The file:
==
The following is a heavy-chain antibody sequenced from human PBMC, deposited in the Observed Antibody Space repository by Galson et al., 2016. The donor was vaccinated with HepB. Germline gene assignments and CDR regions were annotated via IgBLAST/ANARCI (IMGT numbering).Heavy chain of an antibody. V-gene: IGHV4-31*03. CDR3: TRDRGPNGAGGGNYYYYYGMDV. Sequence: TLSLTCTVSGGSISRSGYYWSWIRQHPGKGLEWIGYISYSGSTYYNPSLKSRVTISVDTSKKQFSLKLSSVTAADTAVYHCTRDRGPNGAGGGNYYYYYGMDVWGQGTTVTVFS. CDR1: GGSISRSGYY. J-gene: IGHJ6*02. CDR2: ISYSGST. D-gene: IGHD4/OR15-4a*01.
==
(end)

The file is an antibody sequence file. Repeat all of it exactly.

The following is a heavy-chain antibody sequenced from human PBMC, deposited in the Observed Antibody Space repository by Galson et al., 2016. The donor was vaccinated with HepB. Germline gene assignments and CDR regions were annotated via IgBLAST/ANARCI (IMGT numbering).Heavy chain of an antibody. V-gene: IGHV4-31*03. CDR3: TRDRGPNGAGGGNYYYYYGMDV. Sequence: TLSLTCTVSGGSISRSGYYWSWIRQHPGKGLEWIGYISYSGSTYYNPSLKSRVTISVDTSKKQFSLKLSSVTAADTAVYHCTRDRGPNGAGGGNYYYYYGMDVWGQGTTVTVFS. CDR1: GGSISRSGYY. J-gene: IGHJ6*02. CDR2: ISYSGST. D-gene: IGHD4/OR15-4a*01.